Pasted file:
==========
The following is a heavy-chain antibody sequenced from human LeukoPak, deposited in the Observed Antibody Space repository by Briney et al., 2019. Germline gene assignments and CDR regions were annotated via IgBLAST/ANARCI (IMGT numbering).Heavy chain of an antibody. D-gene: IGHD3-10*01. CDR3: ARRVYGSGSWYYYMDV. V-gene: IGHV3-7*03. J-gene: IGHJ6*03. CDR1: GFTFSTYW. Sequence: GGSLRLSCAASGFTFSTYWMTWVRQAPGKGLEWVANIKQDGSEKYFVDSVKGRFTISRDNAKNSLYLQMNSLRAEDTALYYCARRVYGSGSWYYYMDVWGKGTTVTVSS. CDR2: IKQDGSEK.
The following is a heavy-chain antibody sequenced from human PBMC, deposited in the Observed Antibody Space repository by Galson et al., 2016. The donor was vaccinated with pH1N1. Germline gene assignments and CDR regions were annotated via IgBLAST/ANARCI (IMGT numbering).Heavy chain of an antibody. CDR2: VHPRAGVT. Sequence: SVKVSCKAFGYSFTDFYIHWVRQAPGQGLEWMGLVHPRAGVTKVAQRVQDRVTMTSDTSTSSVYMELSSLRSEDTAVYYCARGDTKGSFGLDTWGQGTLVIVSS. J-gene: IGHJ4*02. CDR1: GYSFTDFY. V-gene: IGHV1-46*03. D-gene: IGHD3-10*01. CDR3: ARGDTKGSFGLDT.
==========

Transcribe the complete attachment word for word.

The following is a heavy-chain antibody sequenced from human LeukoPak, deposited in the Observed Antibody Space repository by Briney et al., 2019. Germline gene assignments and CDR regions were annotated via IgBLAST/ANARCI (IMGT numbering).Heavy chain of an antibody. D-gene: IGHD3-10*01. CDR3: ARRVYGSGSWYYYMDV. V-gene: IGHV3-7*03. J-gene: IGHJ6*03. CDR1: GFTFSTYW. Sequence: GGSLRLSCAASGFTFSTYWMTWVRQAPGKGLEWVANIKQDGSEKYFVDSVKGRFTISRDNAKNSLYLQMNSLRAEDTALYYCARRVYGSGSWYYYMDVWGKGTTVTVSS. CDR2: IKQDGSEK.
The following is a heavy-chain antibody sequenced from human PBMC, deposited in the Observed Antibody Space repository by Galson et al., 2016. The donor was vaccinated with pH1N1. Germline gene assignments and CDR regions were annotated via IgBLAST/ANARCI (IMGT numbering).Heavy chain of an antibody. CDR2: VHPRAGVT. Sequence: SVKVSCKAFGYSFTDFYIHWVRQAPGQGLEWMGLVHPRAGVTKVAQRVQDRVTMTSDTSTSSVYMELSSLRSEDTAVYYCARGDTKGSFGLDTWGQGTLVIVSS. J-gene: IGHJ4*02. CDR1: GYSFTDFY. V-gene: IGHV1-46*03. D-gene: IGHD3-10*01. CDR3: ARGDTKGSFGLDT.